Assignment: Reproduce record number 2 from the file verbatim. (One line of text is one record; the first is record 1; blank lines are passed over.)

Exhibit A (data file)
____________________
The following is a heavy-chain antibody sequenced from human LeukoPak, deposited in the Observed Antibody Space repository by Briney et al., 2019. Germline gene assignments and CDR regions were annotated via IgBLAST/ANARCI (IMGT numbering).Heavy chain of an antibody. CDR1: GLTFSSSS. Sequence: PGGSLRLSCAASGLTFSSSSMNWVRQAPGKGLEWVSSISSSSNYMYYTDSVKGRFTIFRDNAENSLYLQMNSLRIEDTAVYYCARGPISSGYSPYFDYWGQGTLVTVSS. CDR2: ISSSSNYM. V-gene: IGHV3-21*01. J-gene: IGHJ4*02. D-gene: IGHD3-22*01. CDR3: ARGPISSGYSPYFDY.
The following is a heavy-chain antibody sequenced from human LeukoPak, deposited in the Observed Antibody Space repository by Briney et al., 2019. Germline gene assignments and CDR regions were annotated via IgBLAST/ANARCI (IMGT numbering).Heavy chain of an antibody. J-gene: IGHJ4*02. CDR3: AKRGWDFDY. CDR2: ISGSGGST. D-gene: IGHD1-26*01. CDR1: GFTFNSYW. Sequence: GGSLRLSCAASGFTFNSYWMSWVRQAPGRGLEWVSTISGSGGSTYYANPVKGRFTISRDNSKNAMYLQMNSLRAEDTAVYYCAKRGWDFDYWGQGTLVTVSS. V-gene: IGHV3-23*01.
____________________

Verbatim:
The following is a heavy-chain antibody sequenced from human LeukoPak, deposited in the Observed Antibody Space repository by Briney et al., 2019. Germline gene assignments and CDR regions were annotated via IgBLAST/ANARCI (IMGT numbering).Heavy chain of an antibody. J-gene: IGHJ4*02. CDR3: AKRGWDFDY. CDR2: ISGSGGST. D-gene: IGHD1-26*01. CDR1: GFTFNSYW. Sequence: GGSLRLSCAASGFTFNSYWMSWVRQAPGRGLEWVSTISGSGGSTYYANPVKGRFTISRDNSKNAMYLQMNSLRAEDTAVYYCAKRGWDFDYWGQGTLVTVSS. V-gene: IGHV3-23*01.